Texas impeached one Governor nearly 100 years ago for eerily similar circumstances: James “Pa” Ferguson, a populist Democrat. Ferguson, who like the current Governor was a fervent opponent of the University of Texas, vetoed virtually all of the University’s appropriations after unsuccessfully trying to fire Regents and Professors at UT-Austin. Once again, it was not the veto so much as it was the threat. Ferguson used his power inappropriately in order to meddle in another public official’s business. This should sound familiar.

This has always been —and is— what the scandal centers upon. The legal basis is sound and holds lengthy precedent. When prominent legal minds attempt to chime in on this issue without being familiar with the underlying case, it hurts everyone who is exposed to misinformation.

The Travis County DA’s office’s public integrity unit, it should be freely stipulated, can sometimes generously be described as partisan hacks. Lehmberg’s predecessor, Ronnie Earle, engaged in a witch hunt with very little proof against Hutchison, and the office has been a bit trigger-happy investigating every misstep taken by Perry. But since this controversy has revolved around the DA’s office which normally investigates these cases, Lehmberg and her office recused themselves from all proceedings.

A Republican Judge out of San Antonio, Bert Richardson, appointed a non-partisan Special Prosecutor, Michael McCrum, last year to investigate the complaints lodged against Perry. Call it what you will, this is not a partisan witch hunt. Indeed, it is far from it.

More on the Perry indictment

Pictured above is Governor Rick Perry’s mugshot. He was booked, fingerprinted and photographed today in Austin, though a warrant was never put out for his arrest and he never saw the inside of a jail cell. As anyone who has read the news recently could obviously recall, Perry was indicted last Friday over a controversy brewing from a threat to a DA, asking for her to resign or face a funding cut. The two charges were Abuse of Political Office and Coercion of a Public Servant. The former is a 1st Degree Felony and the latter is a 3rd Degree Felony. They carry a combined maximum penalty of 109 years in prison.

A number of things have occurred since the weekend, the most notable of which was Perry compiling an all-star legal team. The Texas Tribune reports that at the helm of this team is prominent trial attorney Tony Buzbee.  This, despite being the one-time Chairman of the Galveston County Democratic Party, a two-time Democrat nominee for the State Legislature and the once rumored Democratic candidate for Lieutenant Governor. However, of late, Buzbee has been appointed to the Board of Regents of his alma matter, Texas A&M University, and become a key financial supporter of both Perry and Abbott.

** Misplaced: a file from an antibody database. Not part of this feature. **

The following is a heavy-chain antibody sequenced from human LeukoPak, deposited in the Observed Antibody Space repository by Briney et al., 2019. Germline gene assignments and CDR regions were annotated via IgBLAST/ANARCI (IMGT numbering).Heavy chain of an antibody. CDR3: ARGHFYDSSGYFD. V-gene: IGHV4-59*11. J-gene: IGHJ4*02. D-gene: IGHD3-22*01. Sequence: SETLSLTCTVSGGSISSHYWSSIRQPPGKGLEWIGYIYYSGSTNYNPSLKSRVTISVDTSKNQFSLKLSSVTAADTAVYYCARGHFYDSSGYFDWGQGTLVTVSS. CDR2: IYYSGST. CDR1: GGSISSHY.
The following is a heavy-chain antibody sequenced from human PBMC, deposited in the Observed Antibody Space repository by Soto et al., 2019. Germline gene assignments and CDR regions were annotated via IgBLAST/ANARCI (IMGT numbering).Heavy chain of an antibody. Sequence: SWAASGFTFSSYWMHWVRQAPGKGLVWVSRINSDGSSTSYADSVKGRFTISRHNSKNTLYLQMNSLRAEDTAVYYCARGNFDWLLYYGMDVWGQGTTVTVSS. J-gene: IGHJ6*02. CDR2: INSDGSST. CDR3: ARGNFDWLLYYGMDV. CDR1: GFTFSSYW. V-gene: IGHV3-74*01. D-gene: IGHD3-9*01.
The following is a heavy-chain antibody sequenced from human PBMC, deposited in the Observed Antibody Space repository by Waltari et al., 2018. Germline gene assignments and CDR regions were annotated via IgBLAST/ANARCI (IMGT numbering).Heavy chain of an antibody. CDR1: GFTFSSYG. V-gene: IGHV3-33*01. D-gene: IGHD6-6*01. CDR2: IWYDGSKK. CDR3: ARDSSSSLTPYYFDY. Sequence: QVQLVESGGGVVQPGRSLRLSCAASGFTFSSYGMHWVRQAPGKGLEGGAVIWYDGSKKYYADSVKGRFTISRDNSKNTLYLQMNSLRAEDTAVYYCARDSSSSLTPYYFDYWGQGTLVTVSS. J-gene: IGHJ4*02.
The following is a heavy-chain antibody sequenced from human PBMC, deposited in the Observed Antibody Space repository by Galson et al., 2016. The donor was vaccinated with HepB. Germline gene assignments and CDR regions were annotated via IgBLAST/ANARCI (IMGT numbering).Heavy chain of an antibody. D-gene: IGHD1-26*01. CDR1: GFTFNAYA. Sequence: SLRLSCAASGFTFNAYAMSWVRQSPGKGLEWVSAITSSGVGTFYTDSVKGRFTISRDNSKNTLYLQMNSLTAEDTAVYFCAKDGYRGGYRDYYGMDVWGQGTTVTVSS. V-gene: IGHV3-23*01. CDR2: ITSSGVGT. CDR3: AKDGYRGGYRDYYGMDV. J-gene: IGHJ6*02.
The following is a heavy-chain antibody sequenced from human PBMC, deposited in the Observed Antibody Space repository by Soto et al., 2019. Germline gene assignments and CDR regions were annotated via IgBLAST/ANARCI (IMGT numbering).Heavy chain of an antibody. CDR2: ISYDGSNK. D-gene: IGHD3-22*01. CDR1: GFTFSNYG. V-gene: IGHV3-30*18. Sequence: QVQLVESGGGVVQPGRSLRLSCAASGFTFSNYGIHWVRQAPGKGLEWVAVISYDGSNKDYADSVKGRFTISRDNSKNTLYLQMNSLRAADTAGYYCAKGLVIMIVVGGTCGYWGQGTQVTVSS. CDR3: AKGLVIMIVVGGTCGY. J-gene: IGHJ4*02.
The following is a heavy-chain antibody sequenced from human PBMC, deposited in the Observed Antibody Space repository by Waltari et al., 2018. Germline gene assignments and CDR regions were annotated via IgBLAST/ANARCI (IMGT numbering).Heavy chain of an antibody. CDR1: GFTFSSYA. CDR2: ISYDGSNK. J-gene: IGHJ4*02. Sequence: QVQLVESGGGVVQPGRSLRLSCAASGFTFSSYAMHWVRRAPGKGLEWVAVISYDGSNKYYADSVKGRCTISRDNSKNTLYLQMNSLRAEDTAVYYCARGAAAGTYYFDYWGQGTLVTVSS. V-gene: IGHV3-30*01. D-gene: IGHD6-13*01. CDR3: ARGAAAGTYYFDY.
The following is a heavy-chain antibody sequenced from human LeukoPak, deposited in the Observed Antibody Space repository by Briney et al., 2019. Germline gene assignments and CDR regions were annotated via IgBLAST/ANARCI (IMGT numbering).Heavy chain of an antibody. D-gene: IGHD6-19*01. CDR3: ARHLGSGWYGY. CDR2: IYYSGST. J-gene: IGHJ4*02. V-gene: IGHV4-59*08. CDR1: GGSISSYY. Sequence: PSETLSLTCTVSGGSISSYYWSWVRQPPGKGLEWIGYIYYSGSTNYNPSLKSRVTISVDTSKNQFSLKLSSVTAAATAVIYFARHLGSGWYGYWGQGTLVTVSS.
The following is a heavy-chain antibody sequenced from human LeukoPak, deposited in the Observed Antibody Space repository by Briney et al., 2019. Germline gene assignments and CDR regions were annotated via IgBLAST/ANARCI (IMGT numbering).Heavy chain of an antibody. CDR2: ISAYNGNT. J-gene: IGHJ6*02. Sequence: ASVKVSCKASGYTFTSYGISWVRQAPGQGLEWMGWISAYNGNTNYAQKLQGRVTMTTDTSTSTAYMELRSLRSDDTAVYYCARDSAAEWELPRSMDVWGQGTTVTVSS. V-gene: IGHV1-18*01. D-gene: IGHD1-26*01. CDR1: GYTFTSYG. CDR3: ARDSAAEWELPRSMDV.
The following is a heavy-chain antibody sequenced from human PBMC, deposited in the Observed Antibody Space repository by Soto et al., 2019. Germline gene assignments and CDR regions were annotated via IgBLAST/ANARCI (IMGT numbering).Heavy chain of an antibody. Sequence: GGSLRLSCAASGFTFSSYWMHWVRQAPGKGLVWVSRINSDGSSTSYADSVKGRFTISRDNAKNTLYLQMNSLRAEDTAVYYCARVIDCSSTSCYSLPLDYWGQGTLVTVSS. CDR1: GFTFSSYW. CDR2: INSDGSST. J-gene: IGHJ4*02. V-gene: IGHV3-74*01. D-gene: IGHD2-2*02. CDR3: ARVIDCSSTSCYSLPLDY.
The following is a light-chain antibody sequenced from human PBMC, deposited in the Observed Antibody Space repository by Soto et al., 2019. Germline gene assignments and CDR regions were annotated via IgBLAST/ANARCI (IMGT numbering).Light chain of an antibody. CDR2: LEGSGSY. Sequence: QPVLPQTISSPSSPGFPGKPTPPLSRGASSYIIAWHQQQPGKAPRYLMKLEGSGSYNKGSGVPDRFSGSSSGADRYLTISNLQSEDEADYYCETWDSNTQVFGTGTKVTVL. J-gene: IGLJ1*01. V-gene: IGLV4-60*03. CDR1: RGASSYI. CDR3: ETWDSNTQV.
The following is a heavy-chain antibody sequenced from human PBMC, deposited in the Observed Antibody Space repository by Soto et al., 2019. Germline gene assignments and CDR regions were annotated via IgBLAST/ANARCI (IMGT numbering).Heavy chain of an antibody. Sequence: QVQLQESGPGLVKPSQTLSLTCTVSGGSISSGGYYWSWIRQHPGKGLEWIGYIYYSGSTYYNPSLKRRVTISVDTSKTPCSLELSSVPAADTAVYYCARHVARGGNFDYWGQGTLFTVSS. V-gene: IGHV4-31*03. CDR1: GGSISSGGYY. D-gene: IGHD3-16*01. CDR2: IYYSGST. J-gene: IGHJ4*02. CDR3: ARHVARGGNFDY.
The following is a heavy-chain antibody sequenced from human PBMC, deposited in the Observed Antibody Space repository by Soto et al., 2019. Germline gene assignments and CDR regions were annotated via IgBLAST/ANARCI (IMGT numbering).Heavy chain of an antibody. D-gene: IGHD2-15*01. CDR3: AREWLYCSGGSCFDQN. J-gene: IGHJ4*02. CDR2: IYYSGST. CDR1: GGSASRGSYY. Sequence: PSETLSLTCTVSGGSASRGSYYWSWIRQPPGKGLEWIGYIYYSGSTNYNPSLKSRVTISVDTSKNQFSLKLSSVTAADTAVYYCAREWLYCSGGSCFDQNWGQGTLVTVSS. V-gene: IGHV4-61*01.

Meanwhile, Perry is firing back by waging war in the court of public opinion. Also via the Texas Tribune, it has been reported that his new “Rick PAC” has put out a video defending the Governor. The video, which runs about 2 minutes in a length, has a nifty little selective timeline that touts how Perry vetoed funding for the Travis County DA’s office following DA Lehmberg’s refusal to resign as a result of her DWI. Inconspicuously absent from the timeline is the threat he made immediately prior to the veto. As I have said before, that is truly the most important part.

Think of it this way. If, as a result of the phony scandal drugged up against UT-Austin President Bill Powers by UT Regent Wallace Hall, Perry demanded Powers resignation or face the end of state appropriations to the flagship University, would the people stand for it? If we merely take history as a guide, the answer is a resounding no. The Governor about 97 years ago, James “Pa” Ferguson, was impeached and removed from office for making such threats. A notorious critic of higher education, he vetoed the vast majority of UT’s appropriations after unsuccessfully trying to intimidate Regents and Professors out of their jobs. Ferguson had some sort of reason for his vendetta (A tyrant will always find a pretext for his tyranny), and the Fort Worth Star-Telegram even notes that he castigated his accusers as liars. This is the main issue at play here, whether or not a Governor has the right to threaten unrelated officials, in an attempt to compel them to do things, with money or lack thereof.

While we’re on the subject, I have seen a disappointing number of Perry-foes approach this issue the wrong way. Some of my colleagues in Austin have taken to calling this scandal “Briberygate,” for example. I don’t even know where to begin. I suppose the claim is ostensibly rooted in the fact that bribery is merely giving money in order to do something, so Lehmberg would have her office receive appropriations in exchange for her resignation. Additionally, there is some evidence that Perry’s aides did offer Lehmberg a job elsewhere in exchange for resignation. But the word “bribery” has such a strong connotation, that its use in this way is just plain wrong. Bribery invokes images of a cigar-filled room where a duffel bag full of $20 bills is handed from one person to another; obviously, not whatever this cluster was. It appears irresponsible and hot-headed to equate the impropriety here with actual bribery.

Rather, the focus should be on Perry’s obsession with being a megalomaniac. As Jason Stanford opined in a column today, “Nobody died and made Rick Perry king.”